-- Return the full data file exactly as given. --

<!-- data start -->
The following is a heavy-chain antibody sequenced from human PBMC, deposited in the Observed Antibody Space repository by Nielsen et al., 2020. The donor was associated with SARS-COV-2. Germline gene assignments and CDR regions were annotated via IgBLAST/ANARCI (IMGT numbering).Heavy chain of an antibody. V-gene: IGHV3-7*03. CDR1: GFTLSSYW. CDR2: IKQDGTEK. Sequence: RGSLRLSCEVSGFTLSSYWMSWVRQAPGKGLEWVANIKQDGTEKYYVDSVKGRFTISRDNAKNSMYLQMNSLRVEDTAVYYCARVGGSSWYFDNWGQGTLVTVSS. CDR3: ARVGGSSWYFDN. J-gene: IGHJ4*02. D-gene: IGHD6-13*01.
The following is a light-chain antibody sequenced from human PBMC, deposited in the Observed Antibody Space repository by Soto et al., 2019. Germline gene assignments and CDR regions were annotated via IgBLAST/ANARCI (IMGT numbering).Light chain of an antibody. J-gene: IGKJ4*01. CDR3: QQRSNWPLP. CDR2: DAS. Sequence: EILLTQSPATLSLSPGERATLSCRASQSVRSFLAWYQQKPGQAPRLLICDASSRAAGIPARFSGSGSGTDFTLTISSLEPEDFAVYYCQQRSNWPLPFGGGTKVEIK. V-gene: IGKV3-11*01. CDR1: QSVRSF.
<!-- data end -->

The following is a heavy-chain antibody sequenced from human PBMC, deposited in the Observed Antibody Space repository by Nielsen et al., 2020. The donor was associated with SARS-COV-2. Germline gene assignments and CDR regions were annotated via IgBLAST/ANARCI (IMGT numbering).Heavy chain of an antibody. V-gene: IGHV3-7*03. CDR1: GFTLSSYW. CDR2: IKQDGTEK. Sequence: RGSLRLSCEVSGFTLSSYWMSWVRQAPGKGLEWVANIKQDGTEKYYVDSVKGRFTISRDNAKNSMYLQMNSLRVEDTAVYYCARVGGSSWYFDNWGQGTLVTVSS. CDR3: ARVGGSSWYFDN. J-gene: IGHJ4*02. D-gene: IGHD6-13*01.
The following is a light-chain antibody sequenced from human PBMC, deposited in the Observed Antibody Space repository by Soto et al., 2019. Germline gene assignments and CDR regions were annotated via IgBLAST/ANARCI (IMGT numbering).Light chain of an antibody. J-gene: IGKJ4*01. CDR3: QQRSNWPLP. CDR2: DAS. Sequence: EILLTQSPATLSLSPGERATLSCRASQSVRSFLAWYQQKPGQAPRLLICDASSRAAGIPARFSGSGSGTDFTLTISSLEPEDFAVYYCQQRSNWPLPFGGGTKVEIK. V-gene: IGKV3-11*01. CDR1: QSVRSF.